The sprawling and capacious novel contains so much within that to assume a unitary wholeness for it would be to diminish its substance and achievement. It offers an intense and vivid experience of all the events and people it describes. The reader can pause almost anywhere and engage with one among a staggering range of reflections and observations. For instance, “there are at least five ways to experience the ocean without demanding to know its meaning”. You can touch it, taste it or listen to its music. You can also look at the shape it takes and try to map its abundant architecture. “The fifth is inconvertible and extreme. It is a permanent solution to a temporary problem and there’s no need to go into it now.” The author’s voice, which underlies all other voices in the book, remains uncompromising and true to its vision from beginning to end. The portrayal of locations in the book—from Goa, Bombay and New York City to Bangalore and Delhi—is unflinchingly honest and dystopian. The country itself brings on a sense of gloom that can ambush you at any moment, even when you’re on a moving train:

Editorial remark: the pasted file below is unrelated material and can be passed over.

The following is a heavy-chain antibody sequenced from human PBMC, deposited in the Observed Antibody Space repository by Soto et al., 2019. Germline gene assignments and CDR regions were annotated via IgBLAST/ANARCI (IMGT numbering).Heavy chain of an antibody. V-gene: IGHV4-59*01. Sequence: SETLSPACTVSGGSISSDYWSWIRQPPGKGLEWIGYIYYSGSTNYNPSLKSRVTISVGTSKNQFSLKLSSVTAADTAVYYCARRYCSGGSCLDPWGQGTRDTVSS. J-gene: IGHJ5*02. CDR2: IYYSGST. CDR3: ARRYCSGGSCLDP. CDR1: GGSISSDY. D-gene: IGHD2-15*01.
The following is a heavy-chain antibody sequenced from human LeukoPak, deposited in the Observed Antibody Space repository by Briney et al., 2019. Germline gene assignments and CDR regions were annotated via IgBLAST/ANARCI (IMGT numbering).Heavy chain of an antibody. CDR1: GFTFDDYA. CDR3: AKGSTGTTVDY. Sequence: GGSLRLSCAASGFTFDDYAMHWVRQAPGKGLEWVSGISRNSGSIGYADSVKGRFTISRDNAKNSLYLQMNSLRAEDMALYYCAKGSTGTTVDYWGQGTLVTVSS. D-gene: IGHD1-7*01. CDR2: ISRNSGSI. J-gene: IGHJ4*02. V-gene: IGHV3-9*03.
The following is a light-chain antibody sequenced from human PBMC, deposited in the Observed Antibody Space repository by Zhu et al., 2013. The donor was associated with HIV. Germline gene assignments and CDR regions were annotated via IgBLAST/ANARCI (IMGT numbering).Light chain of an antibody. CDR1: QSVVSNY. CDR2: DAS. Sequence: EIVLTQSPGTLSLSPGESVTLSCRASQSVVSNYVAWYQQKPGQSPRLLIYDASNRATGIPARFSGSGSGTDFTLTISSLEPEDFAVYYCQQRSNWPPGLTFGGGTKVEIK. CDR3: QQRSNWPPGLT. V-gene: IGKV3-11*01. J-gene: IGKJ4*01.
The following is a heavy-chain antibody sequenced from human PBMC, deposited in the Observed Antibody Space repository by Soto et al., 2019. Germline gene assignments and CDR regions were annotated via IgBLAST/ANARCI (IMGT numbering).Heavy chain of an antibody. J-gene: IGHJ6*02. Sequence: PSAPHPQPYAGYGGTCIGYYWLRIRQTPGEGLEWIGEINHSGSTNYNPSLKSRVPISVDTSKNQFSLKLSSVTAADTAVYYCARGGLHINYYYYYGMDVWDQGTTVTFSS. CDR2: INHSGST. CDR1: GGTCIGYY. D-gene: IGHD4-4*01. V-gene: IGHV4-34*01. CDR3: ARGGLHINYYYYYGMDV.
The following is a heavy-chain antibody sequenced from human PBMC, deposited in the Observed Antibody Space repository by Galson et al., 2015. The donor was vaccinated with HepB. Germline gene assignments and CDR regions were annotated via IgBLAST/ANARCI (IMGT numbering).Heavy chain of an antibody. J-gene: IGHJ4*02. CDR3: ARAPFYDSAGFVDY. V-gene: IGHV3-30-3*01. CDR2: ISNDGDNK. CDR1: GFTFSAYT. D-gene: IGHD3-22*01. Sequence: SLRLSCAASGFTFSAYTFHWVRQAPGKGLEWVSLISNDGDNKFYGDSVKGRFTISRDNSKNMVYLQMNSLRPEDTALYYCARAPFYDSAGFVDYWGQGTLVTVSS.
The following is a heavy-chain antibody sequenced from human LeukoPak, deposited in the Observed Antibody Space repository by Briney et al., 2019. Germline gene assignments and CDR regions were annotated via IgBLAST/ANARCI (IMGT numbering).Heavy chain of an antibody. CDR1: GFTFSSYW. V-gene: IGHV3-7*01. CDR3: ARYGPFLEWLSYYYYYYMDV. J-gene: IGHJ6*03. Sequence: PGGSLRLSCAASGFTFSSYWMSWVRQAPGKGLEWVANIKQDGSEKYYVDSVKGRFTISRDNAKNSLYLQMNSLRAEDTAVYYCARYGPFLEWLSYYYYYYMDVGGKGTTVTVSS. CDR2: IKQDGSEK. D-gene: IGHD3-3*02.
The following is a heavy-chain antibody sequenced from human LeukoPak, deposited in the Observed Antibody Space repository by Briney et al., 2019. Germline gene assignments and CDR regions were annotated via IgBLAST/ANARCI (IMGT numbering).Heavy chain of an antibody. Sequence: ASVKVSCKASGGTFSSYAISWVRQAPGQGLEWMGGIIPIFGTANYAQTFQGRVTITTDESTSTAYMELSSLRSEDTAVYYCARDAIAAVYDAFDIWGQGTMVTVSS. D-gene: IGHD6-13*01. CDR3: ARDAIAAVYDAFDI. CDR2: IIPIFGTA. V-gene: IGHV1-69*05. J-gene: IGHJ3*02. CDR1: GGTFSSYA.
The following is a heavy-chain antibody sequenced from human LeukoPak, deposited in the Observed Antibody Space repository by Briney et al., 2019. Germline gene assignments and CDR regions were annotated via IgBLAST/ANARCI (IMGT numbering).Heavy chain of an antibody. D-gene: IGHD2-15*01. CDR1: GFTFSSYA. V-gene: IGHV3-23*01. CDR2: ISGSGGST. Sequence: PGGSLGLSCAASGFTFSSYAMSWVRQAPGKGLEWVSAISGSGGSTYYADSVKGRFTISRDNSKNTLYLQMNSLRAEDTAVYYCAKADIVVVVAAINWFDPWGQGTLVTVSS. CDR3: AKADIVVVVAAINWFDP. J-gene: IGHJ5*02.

“At a crossing he saw a dog with red eyes and a terrible wound on its back. It was a common sight, unremarkable in every way: maimed animals and humans in every small town and city. A subcontinent of the maimed and soon-to-be-maimed, where if you got to the age of sixty or fifty without encountering horror you were unaccountably lucky.”
But two threads running through its pages can be traced without effort. The first is the difficult evolution of the gifted Xavier as poet and artist, and what seems like a journey through several unfriendly locations towards death. Combined with the recital of a very long list of “chocolate saints”, writers and artists who have taken their own lives or arranged to die through abuse of alcohol and/or drugs, Xavier’s life seems to be telling us that in this world as it exists, the savage god is already among us; that either the artist or the art is destined to die. It is certainly something the world needs to worry about, along with the calamitous changes to the climate system already wrought by its material pursuits.